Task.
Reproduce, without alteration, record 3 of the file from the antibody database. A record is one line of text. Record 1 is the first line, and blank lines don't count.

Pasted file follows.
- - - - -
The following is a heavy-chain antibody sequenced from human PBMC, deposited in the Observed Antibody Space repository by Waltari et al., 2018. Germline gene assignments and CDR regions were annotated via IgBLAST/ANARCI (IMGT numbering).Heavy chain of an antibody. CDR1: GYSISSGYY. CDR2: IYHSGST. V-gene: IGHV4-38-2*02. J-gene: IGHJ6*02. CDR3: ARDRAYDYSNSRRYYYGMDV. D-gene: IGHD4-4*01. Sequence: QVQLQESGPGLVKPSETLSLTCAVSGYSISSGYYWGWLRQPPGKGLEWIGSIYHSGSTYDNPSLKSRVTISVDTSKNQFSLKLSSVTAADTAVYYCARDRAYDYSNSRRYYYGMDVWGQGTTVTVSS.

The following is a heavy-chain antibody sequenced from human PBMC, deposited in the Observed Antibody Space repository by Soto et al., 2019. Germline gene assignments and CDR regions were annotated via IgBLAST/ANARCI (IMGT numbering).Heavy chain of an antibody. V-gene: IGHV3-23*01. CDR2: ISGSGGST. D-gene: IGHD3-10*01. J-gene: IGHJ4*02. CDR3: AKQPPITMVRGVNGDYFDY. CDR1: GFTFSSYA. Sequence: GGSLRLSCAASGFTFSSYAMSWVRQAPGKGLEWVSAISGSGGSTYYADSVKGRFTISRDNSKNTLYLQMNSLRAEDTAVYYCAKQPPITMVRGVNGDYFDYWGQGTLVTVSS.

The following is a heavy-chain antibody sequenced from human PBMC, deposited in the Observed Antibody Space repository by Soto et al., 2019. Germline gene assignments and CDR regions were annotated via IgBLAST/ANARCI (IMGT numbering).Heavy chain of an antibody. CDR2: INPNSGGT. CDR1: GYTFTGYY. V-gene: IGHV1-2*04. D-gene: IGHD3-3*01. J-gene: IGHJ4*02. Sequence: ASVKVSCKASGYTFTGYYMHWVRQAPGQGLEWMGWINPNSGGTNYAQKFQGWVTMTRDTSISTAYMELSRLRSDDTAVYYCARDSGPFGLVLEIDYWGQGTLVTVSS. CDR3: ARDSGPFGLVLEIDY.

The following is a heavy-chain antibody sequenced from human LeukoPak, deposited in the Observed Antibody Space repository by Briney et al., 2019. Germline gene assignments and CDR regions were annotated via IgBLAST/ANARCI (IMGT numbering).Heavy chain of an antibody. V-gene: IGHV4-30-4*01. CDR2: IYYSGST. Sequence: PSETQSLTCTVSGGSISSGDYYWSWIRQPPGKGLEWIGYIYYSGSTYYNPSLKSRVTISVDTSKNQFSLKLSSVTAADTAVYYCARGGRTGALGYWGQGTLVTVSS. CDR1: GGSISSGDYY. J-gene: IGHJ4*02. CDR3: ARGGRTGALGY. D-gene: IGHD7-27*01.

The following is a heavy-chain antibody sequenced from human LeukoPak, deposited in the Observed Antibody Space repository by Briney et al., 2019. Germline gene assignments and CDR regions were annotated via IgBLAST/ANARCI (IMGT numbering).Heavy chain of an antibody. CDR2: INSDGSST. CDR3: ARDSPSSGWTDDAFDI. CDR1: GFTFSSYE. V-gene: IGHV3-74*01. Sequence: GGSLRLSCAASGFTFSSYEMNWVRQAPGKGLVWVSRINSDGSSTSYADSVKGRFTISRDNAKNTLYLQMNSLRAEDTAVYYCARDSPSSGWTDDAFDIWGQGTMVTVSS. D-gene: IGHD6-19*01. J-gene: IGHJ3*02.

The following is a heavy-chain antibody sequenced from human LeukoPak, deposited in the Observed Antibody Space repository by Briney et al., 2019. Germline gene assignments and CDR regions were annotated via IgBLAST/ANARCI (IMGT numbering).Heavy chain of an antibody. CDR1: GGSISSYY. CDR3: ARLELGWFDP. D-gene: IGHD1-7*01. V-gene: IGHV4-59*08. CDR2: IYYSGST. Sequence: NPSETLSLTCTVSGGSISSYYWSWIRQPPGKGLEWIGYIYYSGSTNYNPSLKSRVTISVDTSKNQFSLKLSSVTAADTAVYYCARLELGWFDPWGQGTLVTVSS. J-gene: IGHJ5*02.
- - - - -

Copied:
The following is a heavy-chain antibody sequenced from human PBMC, deposited in the Observed Antibody Space repository by Soto et al., 2019. Germline gene assignments and CDR regions were annotated via IgBLAST/ANARCI (IMGT numbering).Heavy chain of an antibody. CDR2: INPNSGGT. CDR1: GYTFTGYY. V-gene: IGHV1-2*04. D-gene: IGHD3-3*01. J-gene: IGHJ4*02. Sequence: ASVKVSCKASGYTFTGYYMHWVRQAPGQGLEWMGWINPNSGGTNYAQKFQGWVTMTRDTSISTAYMELSRLRSDDTAVYYCARDSGPFGLVLEIDYWGQGTLVTVSS. CDR3: ARDSGPFGLVLEIDY.